Our first instalment for Focus on Frogs in November is a good news story. So often we hear about the desperate plight of frogs, which is confronting and sometimes paralysing. While we still need to act, it is nice to know that some frogs have been able to survive the onslaught of habitat loss, disease, introduced predators, competitors and the myriad of pollutants in our waterways. In suburban Melbourne, some frogs have survived in little pockets of habitat, refuges in the urban jungle. Even Melbourne's CBD has frogs and more local to me is the highly urbanised City of Glen Eira. There are no waterways, but there is one park which has an area that holds water after heavy rain,. After this fabulous spring rain, I recently recorded Eastern Banjo Frogs (Pobblebonks), Common Froglets and Southern Brown Tree Frogs!
Eastern Banjo Frogs are a large, robust frog. They can move large distances if needed and burrow to find shelter and refuge, which may help them survive the drier periods. Southern Brown Tree Frogs and Common Froglets, will breed all year round, I have recorded both species calling in 4 degrees Celsius in the middle of winter! This allows them an advantage to make the most of an ephemeral pond over winter for breeding, when others are sleeping the winter away.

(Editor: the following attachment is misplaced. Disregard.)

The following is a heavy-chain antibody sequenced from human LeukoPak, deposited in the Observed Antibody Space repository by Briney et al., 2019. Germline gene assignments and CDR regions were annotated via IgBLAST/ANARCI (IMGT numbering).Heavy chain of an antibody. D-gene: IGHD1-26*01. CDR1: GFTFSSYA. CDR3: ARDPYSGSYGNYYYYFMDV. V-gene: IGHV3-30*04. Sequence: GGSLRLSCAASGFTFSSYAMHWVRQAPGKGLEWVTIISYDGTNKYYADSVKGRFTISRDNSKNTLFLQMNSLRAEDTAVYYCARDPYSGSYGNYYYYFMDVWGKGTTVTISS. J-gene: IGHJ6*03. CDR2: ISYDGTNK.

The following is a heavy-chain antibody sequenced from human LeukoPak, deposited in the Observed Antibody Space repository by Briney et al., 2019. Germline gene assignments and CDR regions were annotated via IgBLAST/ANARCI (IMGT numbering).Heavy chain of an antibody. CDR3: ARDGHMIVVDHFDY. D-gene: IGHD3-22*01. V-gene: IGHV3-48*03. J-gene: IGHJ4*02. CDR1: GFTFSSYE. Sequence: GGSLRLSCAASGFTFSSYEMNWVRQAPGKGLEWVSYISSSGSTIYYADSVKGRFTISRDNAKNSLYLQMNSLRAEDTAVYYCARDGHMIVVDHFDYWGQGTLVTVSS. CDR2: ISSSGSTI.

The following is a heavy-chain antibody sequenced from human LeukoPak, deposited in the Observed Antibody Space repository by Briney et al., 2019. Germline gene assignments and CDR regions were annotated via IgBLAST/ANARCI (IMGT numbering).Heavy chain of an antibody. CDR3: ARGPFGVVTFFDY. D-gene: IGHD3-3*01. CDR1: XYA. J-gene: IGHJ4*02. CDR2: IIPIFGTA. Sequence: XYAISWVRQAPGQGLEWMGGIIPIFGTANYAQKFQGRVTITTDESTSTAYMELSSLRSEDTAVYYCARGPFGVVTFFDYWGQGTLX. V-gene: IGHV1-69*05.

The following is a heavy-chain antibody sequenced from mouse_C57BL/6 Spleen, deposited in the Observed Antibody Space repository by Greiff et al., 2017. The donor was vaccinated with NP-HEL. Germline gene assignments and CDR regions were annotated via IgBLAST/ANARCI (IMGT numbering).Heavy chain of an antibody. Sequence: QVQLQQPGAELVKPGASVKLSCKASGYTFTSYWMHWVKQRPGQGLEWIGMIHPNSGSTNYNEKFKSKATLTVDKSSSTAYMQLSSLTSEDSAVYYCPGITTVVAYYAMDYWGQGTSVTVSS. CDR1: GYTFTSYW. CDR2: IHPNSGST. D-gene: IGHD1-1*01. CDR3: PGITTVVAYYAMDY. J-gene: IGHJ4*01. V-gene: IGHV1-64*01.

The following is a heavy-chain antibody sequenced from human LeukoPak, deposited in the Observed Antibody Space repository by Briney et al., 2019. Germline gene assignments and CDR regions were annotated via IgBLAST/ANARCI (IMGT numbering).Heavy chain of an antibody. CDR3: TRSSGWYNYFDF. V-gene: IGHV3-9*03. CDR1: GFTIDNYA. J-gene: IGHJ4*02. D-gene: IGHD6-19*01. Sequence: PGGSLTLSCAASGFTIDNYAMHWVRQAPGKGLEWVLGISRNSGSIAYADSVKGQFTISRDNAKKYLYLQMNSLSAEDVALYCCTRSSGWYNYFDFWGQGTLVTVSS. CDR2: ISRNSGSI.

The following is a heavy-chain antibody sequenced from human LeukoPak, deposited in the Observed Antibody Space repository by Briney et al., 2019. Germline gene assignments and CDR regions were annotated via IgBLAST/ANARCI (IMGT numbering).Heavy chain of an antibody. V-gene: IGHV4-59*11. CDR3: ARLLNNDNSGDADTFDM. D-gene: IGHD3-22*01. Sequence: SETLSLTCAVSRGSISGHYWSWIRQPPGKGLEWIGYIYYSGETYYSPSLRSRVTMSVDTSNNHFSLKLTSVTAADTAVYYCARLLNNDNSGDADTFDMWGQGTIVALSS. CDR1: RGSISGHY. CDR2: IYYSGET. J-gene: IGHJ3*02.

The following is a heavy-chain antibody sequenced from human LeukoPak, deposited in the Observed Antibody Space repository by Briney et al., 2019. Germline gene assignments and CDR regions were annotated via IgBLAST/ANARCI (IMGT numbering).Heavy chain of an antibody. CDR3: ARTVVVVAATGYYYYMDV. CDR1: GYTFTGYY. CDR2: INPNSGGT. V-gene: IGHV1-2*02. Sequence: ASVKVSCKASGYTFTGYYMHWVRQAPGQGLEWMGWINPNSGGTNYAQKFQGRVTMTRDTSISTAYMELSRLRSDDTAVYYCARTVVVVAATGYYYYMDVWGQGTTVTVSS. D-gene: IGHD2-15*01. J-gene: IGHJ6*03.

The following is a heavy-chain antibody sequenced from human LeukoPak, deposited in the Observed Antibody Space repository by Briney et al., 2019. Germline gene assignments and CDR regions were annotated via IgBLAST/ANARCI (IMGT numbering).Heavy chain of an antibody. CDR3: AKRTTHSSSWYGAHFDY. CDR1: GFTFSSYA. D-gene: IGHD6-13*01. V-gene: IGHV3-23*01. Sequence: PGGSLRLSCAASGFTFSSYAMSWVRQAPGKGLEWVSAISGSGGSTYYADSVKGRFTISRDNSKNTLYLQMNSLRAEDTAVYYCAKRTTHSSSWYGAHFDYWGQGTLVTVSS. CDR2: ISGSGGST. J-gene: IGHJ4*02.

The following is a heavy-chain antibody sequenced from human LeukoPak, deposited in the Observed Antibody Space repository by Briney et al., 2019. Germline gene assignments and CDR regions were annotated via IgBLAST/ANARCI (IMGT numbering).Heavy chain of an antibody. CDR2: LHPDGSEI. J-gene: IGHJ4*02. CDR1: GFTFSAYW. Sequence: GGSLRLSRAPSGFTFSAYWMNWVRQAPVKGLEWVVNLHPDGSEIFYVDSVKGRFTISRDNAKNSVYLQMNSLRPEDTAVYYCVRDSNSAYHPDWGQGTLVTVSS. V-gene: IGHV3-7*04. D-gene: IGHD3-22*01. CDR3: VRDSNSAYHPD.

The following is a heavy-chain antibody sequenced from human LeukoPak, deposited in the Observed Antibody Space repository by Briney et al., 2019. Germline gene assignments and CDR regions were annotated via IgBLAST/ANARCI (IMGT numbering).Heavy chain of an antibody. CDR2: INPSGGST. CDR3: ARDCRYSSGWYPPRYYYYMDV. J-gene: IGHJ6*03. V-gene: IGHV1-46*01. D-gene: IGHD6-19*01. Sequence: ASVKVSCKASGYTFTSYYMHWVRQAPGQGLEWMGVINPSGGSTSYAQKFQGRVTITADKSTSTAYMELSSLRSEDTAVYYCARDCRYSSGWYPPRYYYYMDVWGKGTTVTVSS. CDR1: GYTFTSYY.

I have spent a lot of time looking for frogs in urban areas, so I know they are out there, nonetheless it is always exciting to hear them within the inner Melbourne suburbs. I hope you can find frogs in your local area and enjoy the evening chorus of frogs, which is such an iconic sound of the Aussie bush, but one we can hear in the suburbs too.